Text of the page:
Medical experiments

Medical experiments
   During the course of World War II, the Germans conducted more than 70 medical research projects in the concentration camps. Using camp inmates as “guinea pigs,” the experiments received the support of the entire medical complex of the Third Reich. Approximately 200 German medical doctors were assigned to the camps, where they carried out projects designated to them by German and Austrian research institutions. Camp inmates at Dachau were exposed to experiments involving high-altitude testing, whereby the victims were placed in pressure chambers with low pressure and little oxygen in order to duplicate the conditions prevailing at an altitude of 13 miles. The purpose of the experiment was to determine the necessary type of equipment required to save the crew of a damaged aircraft at 13 miles’ altitude. The experiments took place with the full knowledge that human beings cannot properly function at an altitude of 3.7 miles or above without an adequate supply of oxygen.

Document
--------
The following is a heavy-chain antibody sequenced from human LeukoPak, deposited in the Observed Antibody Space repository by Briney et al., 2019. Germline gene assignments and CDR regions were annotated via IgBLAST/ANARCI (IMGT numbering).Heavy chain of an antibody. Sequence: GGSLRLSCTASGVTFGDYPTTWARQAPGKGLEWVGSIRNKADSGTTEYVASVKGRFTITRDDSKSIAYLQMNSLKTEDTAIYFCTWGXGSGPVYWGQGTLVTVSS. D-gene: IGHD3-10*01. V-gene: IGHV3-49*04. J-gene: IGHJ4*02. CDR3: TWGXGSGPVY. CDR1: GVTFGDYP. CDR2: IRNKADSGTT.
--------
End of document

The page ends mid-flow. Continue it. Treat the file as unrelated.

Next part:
Freezing experiments were also carried out at Dachau, whereby efforts were made to determine the most effective way of treating persons who were in a state of shock following a prolonged stay in freezing water or exposed to dry cold. Camp inmates were put into tanks with ice water and remained there for 70 to 90 minutes, or as long as it took for them to lose consciousness. Once removed from the tanks, the victims were denied painkillers to relieve their suffering. The most notorious of the medical experiments, however, were those associated with Dr. Josef Mengele, the chief medical doctor at Auschwitz from 1943 to 1945. Because of his research interests, Mengele monitored the Selektionen in Auschwitz in hopes of identifying suitable victims for his experiments. Jews and Gypsies served as guinea pigs for his experiments on infants, dwarfs, giants, hunchbacks, and other malformed prisoners who piqued his interest. The most infamous of his experiments, however, were those performed on twins in hopes of finding a method that would produce a race of blue-eyed Aryans, thus realizing a prime objective of Nazi racial science. In Auschwitz’s notorious Block 10, Mengele, along with other physicians, organized sterilization stations, which included the intensive use of X-rays on their victims. Mengele was also involved in the special dissection wards in Auschwitz, where autopsies were performed on murdered camp inmates and their body parts shipped back to German medical schools to be used for research purposes.

Historical dictionary of the Holocaust. . 2014.

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